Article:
Terrantez, the most highly prized of all Madeira’s grapes and the wine most sought after by a growing band of Madeira wine aficionados, is about to receive an official subsidy to encourage more growers to plant this rare variety. From 2016, growers who plant terrantez will receive €1.30 for every kilo of terrantez produced over a three-year period, as well as free viticultural advice from IVBAM, the government authority that regulates the Madeira wine industry. It is hoped that this will encourage the island’s growers to convert their vineyards from either tinta negra or the so called “direct producers” (non-vinifera varieties) that make up over half of the island’s vineyards. The total area of terrantez on the island is currently just under five acres.
No one is quite sure about the origin of terrantez but it is thought to have reached Madeira from the Portuguese mainland alongside other local white varieties like sercial, verdelho and bual. In the glory days of the eighteenth and early nineteenth centuries, terrantez was relatively widely planted on Madeira, and a run of good vintages included 1795, 1802, 1842, 1846, 1848, 1862 and 1870. But terrantez was all but wiped out by oidium in the 1850s and, with inherantly low yields, it was largely overlooked in the restocking that followed phylloxera. By the 1920s it was reported as being extinct on Madeira, although a small amount continued to grow on the sandy soils of the neighboring island of Porto Santo.
Wines made from terrantez typically combine sweetness and astringency in near equal measure and can be ethereal, spiritual and, at their best, magical. The 1795 Terrantez from the shipper Barbeito is a testament to the resilience of Madeira. This wine, botted as recently as the mid-1980s, still stands the test of time with its amber-mahogany color: gentle, slightly smoke-singed aromas of green tea, jasmine and a touch of lapsang; fabulous concentration with crisp, clean, penetrating crystalized fruit flavors and a peacock’s tail of a finish. Barbeito still carries a small stock and occasionally releases bottles for auction.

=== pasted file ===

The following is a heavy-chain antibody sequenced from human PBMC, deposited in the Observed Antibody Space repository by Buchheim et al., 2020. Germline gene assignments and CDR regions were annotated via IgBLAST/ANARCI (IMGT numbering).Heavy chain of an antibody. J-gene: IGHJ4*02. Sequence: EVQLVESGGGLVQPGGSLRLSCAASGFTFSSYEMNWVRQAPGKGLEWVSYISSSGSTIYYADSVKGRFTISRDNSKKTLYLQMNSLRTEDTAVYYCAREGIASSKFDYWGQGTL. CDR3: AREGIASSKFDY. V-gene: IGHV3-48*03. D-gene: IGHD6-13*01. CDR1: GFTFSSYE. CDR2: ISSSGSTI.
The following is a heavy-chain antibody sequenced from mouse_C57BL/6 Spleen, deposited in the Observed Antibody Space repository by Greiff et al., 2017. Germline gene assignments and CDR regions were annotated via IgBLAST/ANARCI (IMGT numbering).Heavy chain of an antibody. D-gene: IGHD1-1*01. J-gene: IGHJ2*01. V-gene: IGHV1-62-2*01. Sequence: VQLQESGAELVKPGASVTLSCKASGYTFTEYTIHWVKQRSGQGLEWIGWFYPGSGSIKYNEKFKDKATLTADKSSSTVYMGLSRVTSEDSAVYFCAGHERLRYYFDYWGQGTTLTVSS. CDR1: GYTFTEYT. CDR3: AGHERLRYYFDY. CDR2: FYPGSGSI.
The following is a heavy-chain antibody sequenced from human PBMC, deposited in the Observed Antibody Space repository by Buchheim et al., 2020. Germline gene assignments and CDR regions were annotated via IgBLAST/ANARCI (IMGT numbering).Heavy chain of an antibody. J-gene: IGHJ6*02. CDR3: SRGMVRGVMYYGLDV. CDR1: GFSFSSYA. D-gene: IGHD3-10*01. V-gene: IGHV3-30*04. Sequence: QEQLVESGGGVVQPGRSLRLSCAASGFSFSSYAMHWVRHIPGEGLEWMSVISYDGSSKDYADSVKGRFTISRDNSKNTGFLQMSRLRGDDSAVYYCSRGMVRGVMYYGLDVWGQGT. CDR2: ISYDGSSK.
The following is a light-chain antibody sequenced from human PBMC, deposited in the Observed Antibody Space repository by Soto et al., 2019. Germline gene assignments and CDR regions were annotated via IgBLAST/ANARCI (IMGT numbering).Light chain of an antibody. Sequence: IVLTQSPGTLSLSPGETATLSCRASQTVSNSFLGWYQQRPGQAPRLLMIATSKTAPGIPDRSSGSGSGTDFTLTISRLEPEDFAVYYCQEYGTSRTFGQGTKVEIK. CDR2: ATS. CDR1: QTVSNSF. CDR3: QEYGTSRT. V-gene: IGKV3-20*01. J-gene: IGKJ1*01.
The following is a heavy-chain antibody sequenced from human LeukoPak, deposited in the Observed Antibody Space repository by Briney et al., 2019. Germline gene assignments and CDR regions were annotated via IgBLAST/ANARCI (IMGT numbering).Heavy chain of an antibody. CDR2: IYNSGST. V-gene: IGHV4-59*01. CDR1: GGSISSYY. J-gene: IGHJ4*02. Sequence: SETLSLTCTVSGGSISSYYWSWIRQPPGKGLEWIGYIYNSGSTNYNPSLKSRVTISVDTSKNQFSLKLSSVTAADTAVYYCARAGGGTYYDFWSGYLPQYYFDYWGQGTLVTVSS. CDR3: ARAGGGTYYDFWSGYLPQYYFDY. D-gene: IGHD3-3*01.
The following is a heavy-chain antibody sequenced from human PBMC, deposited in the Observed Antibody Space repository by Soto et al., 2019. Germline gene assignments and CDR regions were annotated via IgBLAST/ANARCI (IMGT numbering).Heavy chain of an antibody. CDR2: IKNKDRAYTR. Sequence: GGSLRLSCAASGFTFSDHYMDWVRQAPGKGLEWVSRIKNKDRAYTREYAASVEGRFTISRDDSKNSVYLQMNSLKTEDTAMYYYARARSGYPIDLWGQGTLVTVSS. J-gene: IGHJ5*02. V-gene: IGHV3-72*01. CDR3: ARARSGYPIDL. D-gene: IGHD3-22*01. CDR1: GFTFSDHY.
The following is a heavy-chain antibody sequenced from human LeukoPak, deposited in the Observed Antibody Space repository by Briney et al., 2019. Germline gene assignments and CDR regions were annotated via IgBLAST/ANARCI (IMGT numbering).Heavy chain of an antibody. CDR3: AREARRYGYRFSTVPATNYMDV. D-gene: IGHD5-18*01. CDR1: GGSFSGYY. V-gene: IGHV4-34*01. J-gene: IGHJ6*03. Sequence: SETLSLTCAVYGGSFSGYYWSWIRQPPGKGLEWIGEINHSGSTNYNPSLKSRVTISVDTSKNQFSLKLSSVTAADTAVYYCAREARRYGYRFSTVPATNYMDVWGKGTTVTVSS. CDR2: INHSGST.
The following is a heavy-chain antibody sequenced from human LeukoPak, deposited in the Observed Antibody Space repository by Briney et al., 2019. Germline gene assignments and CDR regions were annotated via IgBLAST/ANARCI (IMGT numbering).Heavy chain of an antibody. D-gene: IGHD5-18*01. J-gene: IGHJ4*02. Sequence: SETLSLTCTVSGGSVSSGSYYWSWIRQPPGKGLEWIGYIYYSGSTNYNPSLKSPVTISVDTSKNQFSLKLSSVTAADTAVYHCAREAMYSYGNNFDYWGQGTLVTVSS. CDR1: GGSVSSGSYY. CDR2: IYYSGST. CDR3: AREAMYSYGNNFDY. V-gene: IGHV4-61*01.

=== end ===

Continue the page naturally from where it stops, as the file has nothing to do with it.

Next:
Before the 1974 revolution, the Torrebella estate was one of the last sanctuaries for the terrantez grape. Under land reform, the estate was broken up and much of it sold for real estate. Francisco Albuquerque, winemaker for the Madeira Wine Company, makers of Blandy’s and Cossart Gordon, recalls that the last commercial crop of terrantez was harvested as recently as 1988, shortly before the land was commandeered for a new shopping center on the outskirts of the island’s capital, Funchal.
For a decade or so, the variety lived on primarily in the experimental vineyards the government established in 1985, where it produced a scant 600 kilograms of grapes a year. But recently production has risen to 7,500 kilograms from a total of two hectares of new plantings split between plots on the south side of the island—at Calheta, at Henriques & Henriques’ vineyard in Ribeira de Caixa and at Quinta de Santa Luzia in Funchal—and in the north at São Jorge.
Blandy’s 20-Year-Old Terrantez may be the only wine from the variety in current production. Terrantez wines you might find in the market are usually medium dry in style and, while they share the streak of acidity characteristic of Madeira’s other classic white grapes, terrantez’s bittersweet undertone adds another dimension. Despite its considerable astringency, terrantez can produce wines with supreme elegance, delicacy and poise. It’s held in such high esteem that it even has a short poem written in its praise: “As uvas de Terrantez Não as coma nem as dês, Para vinho Deus as fez.” (Terrantez grapes, neither eat them nor give them away, for God made them to produce wine.) If the forthcoming subsidy has the desired result, there may be more terrantez to go around in future.
This story was featured in W&S February 2016.
This story appears in the print issue of February 2016.
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